The hot meals programme that is the subject of the recent report by the Associated Press accounts for around 8 percent of WFP's operations in Somalia, and it is a special operation designed to meet the needs of hungry families living in Mogadishu, where there are unique challenges for providing humanitarian assistance. Hot meals are less likely to become the target of looters, and the programme allows hungry people to collect ready cooked meals and take them home to share with family members.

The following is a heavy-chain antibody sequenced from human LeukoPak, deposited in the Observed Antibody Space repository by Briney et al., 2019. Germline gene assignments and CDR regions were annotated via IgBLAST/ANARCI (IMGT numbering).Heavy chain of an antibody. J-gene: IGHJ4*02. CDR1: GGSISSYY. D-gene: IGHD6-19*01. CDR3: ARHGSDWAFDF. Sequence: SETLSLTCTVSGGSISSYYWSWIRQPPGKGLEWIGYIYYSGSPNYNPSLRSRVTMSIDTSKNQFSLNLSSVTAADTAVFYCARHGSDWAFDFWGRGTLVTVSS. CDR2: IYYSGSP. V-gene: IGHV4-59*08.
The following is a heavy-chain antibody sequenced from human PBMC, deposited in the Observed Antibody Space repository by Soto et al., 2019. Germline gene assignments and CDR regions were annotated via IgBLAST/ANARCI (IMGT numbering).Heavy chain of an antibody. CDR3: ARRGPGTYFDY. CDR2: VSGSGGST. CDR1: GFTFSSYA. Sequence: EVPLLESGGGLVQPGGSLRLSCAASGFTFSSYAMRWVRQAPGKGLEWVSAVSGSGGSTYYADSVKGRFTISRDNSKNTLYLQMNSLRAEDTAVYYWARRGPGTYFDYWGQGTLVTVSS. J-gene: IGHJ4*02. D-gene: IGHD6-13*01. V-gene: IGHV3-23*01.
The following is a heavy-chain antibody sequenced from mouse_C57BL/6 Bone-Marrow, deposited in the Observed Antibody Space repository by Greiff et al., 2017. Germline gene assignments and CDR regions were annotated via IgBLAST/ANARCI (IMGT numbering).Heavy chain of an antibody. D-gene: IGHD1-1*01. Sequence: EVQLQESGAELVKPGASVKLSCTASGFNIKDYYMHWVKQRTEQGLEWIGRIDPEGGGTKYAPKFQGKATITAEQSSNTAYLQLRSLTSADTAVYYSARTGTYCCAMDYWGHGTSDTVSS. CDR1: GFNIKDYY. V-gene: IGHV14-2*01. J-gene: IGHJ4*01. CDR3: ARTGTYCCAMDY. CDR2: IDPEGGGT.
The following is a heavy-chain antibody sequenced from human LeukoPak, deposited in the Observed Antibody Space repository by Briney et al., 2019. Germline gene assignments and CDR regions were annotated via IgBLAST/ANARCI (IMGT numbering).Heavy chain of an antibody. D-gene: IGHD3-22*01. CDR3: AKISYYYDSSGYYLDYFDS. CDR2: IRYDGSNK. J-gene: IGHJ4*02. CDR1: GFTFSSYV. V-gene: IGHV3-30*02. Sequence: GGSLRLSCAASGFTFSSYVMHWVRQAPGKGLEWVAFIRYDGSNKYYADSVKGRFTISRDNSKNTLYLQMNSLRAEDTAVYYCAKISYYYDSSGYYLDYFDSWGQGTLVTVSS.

WFP's own close monitoring of our hot meal programme has already identified areas where we can tighten checks and balances at distribution sites to minimise any theft of food. WFP has been in the process of adjusting its hot meals programmes to improve their efficiencies.
The donor governments that provide the resources to support WFP's work are aware of the risks associated with working in a complex environment like Somalia. They know that WFP's greatest priority is to save lives - a goal we will continue to strive for as long as we are able to work in Somalia.